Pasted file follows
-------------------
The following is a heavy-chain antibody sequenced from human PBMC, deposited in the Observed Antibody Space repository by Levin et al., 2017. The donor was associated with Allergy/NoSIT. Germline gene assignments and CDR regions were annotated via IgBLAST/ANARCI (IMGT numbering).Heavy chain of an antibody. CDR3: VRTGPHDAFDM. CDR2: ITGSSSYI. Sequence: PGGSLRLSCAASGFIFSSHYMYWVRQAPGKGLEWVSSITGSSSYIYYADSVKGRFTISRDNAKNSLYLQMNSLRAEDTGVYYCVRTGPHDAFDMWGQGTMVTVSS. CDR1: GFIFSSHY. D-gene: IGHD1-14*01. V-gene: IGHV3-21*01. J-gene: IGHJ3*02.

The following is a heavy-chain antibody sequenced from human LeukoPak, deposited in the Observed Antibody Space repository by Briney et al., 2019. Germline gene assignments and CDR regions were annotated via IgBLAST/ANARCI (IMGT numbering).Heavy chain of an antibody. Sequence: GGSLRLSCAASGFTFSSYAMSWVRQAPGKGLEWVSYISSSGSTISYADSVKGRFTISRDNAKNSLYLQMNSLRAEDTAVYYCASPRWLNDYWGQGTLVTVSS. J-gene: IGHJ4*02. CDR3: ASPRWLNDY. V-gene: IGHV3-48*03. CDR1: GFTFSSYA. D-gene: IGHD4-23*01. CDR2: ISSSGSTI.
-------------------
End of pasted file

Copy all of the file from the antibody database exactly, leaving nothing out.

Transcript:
The following is a heavy-chain antibody sequenced from human PBMC, deposited in the Observed Antibody Space repository by Levin et al., 2017. The donor was associated with Allergy/NoSIT. Germline gene assignments and CDR regions were annotated via IgBLAST/ANARCI (IMGT numbering).Heavy chain of an antibody. CDR3: VRTGPHDAFDM. CDR2: ITGSSSYI. Sequence: PGGSLRLSCAASGFIFSSHYMYWVRQAPGKGLEWVSSITGSSSYIYYADSVKGRFTISRDNAKNSLYLQMNSLRAEDTGVYYCVRTGPHDAFDMWGQGTMVTVSS. CDR1: GFIFSSHY. D-gene: IGHD1-14*01. V-gene: IGHV3-21*01. J-gene: IGHJ3*02.

The following is a heavy-chain antibody sequenced from human LeukoPak, deposited in the Observed Antibody Space repository by Briney et al., 2019. Germline gene assignments and CDR regions were annotated via IgBLAST/ANARCI (IMGT numbering).Heavy chain of an antibody. Sequence: GGSLRLSCAASGFTFSSYAMSWVRQAPGKGLEWVSYISSSGSTISYADSVKGRFTISRDNAKNSLYLQMNSLRAEDTAVYYCASPRWLNDYWGQGTLVTVSS. J-gene: IGHJ4*02. CDR3: ASPRWLNDY. V-gene: IGHV3-48*03. CDR1: GFTFSSYA. D-gene: IGHD4-23*01. CDR2: ISSSGSTI.